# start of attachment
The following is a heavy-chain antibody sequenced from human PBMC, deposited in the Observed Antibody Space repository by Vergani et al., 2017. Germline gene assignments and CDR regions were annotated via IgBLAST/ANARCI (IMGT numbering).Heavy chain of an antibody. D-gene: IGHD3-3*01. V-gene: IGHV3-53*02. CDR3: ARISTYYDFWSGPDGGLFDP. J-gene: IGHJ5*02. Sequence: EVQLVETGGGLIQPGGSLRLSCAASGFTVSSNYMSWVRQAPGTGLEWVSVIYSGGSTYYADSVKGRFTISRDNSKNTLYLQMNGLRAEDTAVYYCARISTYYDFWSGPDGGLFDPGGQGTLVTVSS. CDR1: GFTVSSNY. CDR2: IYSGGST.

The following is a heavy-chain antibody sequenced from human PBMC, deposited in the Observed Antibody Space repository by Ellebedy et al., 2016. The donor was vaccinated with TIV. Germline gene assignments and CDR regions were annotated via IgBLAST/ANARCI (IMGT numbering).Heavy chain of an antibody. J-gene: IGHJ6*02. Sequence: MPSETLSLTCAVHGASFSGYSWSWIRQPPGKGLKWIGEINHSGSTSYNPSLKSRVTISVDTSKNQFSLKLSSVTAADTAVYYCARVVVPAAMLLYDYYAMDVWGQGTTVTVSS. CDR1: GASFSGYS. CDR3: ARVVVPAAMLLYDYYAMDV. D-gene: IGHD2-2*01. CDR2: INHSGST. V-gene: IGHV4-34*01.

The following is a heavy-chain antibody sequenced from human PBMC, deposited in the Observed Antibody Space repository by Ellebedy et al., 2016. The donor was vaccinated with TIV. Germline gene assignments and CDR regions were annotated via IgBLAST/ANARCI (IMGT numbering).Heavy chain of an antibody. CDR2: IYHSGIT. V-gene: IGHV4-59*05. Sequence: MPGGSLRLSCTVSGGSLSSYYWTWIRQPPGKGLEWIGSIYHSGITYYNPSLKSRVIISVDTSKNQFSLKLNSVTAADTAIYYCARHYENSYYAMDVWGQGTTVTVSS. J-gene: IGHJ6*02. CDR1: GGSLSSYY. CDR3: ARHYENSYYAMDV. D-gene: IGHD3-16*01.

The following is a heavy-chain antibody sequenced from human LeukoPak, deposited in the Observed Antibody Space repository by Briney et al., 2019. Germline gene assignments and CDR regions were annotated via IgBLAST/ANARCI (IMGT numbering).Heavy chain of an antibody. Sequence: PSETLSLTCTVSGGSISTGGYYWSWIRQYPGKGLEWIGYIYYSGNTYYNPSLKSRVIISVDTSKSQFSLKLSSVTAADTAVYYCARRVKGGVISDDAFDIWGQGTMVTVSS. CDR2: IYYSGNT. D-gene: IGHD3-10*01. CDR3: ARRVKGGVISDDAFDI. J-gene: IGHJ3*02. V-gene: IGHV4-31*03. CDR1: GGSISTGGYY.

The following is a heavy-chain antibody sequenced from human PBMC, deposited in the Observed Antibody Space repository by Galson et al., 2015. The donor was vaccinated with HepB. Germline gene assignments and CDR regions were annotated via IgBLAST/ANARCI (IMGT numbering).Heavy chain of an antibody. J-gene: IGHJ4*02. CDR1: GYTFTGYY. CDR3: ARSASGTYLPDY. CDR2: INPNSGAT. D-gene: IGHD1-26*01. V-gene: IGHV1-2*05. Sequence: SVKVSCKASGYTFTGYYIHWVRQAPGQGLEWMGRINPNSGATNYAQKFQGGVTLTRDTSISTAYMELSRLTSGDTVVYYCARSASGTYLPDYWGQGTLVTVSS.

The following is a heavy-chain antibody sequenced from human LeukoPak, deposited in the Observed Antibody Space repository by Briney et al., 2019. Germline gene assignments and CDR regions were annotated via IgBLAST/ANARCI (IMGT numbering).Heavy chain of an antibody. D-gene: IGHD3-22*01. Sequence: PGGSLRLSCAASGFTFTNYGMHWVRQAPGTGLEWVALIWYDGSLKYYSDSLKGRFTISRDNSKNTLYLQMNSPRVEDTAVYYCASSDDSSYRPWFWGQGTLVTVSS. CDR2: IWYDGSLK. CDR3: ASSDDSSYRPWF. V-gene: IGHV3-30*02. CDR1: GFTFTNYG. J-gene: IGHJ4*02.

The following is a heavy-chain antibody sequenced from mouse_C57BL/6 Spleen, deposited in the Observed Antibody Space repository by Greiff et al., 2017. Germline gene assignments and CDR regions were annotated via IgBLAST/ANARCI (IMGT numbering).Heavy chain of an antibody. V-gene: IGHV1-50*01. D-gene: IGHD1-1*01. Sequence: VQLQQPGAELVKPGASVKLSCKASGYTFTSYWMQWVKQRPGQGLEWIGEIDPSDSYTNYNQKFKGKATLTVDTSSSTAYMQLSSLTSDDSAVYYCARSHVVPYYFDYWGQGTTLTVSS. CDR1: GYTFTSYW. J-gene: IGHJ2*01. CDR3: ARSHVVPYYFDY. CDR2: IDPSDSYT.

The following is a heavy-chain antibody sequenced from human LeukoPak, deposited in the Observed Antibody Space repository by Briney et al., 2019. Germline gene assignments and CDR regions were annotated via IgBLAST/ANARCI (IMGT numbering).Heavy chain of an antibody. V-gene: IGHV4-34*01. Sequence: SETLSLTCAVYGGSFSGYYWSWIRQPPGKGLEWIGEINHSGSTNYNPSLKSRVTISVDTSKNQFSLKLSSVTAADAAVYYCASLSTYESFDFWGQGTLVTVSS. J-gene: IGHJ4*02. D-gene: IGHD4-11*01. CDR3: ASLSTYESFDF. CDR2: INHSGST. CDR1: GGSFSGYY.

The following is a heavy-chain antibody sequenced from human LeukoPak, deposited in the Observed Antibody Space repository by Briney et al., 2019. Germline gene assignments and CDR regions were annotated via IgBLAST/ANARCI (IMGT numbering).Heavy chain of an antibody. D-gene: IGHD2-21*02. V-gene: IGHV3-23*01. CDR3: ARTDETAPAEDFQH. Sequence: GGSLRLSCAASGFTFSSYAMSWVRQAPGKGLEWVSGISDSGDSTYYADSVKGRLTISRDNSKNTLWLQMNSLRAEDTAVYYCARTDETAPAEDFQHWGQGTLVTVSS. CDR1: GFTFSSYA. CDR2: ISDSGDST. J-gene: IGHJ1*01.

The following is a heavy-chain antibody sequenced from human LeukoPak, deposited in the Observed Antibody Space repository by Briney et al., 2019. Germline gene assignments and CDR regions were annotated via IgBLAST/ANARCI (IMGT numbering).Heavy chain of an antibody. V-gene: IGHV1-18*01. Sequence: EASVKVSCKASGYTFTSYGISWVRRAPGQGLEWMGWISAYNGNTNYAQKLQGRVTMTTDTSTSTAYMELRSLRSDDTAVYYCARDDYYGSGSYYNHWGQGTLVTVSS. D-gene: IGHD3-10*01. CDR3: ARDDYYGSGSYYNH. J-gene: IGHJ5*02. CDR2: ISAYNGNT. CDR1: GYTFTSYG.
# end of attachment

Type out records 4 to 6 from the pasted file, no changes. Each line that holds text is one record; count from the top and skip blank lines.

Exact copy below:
The following is a heavy-chain antibody sequenced from human LeukoPak, deposited in the Observed Antibody Space repository by Briney et al., 2019. Germline gene assignments and CDR regions were annotated via IgBLAST/ANARCI (IMGT numbering).Heavy chain of an antibody. Sequence: PSETLSLTCTVSGGSISTGGYYWSWIRQYPGKGLEWIGYIYYSGNTYYNPSLKSRVIISVDTSKSQFSLKLSSVTAADTAVYYCARRVKGGVISDDAFDIWGQGTMVTVSS. CDR2: IYYSGNT. D-gene: IGHD3-10*01. CDR3: ARRVKGGVISDDAFDI. J-gene: IGHJ3*02. V-gene: IGHV4-31*03. CDR1: GGSISTGGYY.

The following is a heavy-chain antibody sequenced from human PBMC, deposited in the Observed Antibody Space repository by Galson et al., 2015. The donor was vaccinated with HepB. Germline gene assignments and CDR regions were annotated via IgBLAST/ANARCI (IMGT numbering).Heavy chain of an antibody. J-gene: IGHJ4*02. CDR1: GYTFTGYY. CDR3: ARSASGTYLPDY. CDR2: INPNSGAT. D-gene: IGHD1-26*01. V-gene: IGHV1-2*05. Sequence: SVKVSCKASGYTFTGYYIHWVRQAPGQGLEWMGRINPNSGATNYAQKFQGGVTLTRDTSISTAYMELSRLTSGDTVVYYCARSASGTYLPDYWGQGTLVTVSS.

The following is a heavy-chain antibody sequenced from human LeukoPak, deposited in the Observed Antibody Space repository by Briney et al., 2019. Germline gene assignments and CDR regions were annotated via IgBLAST/ANARCI (IMGT numbering).Heavy chain of an antibody. D-gene: IGHD3-22*01. Sequence: PGGSLRLSCAASGFTFTNYGMHWVRQAPGTGLEWVALIWYDGSLKYYSDSLKGRFTISRDNSKNTLYLQMNSPRVEDTAVYYCASSDDSSYRPWFWGQGTLVTVSS. CDR2: IWYDGSLK. CDR3: ASSDDSSYRPWF. V-gene: IGHV3-30*02. CDR1: GFTFTNYG. J-gene: IGHJ4*02.